in the Court of Appeals 24 April 2019.
by Defendant from judgment entered 8 February 2018 by Judge
Jeffery B. Foster in Wilson County Superior Court, No.
Attorney General Joshua H. Stein, by Special Deputy Attorney
General Jess D. Mekeel, for the State.
Smith & Norris, P.A., by Kirby H. Smith, III, for the
Shekita Monlee Pender appeals from a judgment entered upon a
jury's verdict finding her guilty of assault with a
deadly weapon inflicting serious injury. We conclude that the
trial court properly instructed the jury and that Defendant
received a fair trial, free from reversible error.
was in a physical altercation with another woman. At some
point during the altercation, Defendant cut the other woman a
number of times with a knife, requiring the woman to receive
over one hundred (100) stitches. Defendant was indicted and
tried for felony assault with a deadly weapon inflicting
serious injury based on this altercation.
the trial, the jury was instructed on the crime of assault
with a deadly weapon inflicting serious injury. The jury was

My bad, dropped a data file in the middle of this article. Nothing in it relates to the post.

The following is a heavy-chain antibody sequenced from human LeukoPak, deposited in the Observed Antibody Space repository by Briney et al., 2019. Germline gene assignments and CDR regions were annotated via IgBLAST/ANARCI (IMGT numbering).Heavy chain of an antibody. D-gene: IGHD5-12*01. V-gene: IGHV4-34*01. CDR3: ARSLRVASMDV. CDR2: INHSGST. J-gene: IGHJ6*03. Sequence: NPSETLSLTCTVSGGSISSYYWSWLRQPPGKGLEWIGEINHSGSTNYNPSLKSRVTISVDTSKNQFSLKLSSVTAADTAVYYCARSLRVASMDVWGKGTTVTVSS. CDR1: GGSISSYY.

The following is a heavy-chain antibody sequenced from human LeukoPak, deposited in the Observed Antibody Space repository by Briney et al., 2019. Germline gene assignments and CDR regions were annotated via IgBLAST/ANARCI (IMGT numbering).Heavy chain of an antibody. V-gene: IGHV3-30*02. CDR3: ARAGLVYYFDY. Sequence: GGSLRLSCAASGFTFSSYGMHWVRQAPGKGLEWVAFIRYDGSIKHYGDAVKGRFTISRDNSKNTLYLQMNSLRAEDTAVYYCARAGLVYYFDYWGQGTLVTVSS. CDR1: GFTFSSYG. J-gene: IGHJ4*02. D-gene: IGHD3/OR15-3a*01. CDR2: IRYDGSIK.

given a generic self-defense, pattern jury instruction.
However, the jury was not given the self-defense, pattern
jury instruction for assaults where deadly force is used.
jury found Defendant guilty, and Defendant was sentenced in
the presumptive range. Defendant gave notice of appeal in
argues that the trial court committed plain error by
instructing the jury on the crime for which she was tried,
assault with a deadly weapon inflicting serious injury, and
that "[a] knife is a deadly weapon[, ]" while only
providing an instruction for self-defense specific to
assaults not involving deadly force.
Defendant failed to object to the jury instructions at trial,
we review for plain error. State v. Bagley, 321 N.C.
201, 211, 362 S.E.2d 244, 250 (1987). "Under the plain
error rule, [the] defendant must convince this Court not only
that there was error, but that absent the error, the jury
probably would have reached a different result."
State v. Jordan, 333 N.C. 431, 440, 426 S.E.2d 692,
North Carolina, a defendant may be criminally excused from
assaulting another if she acts in self-defense, so long as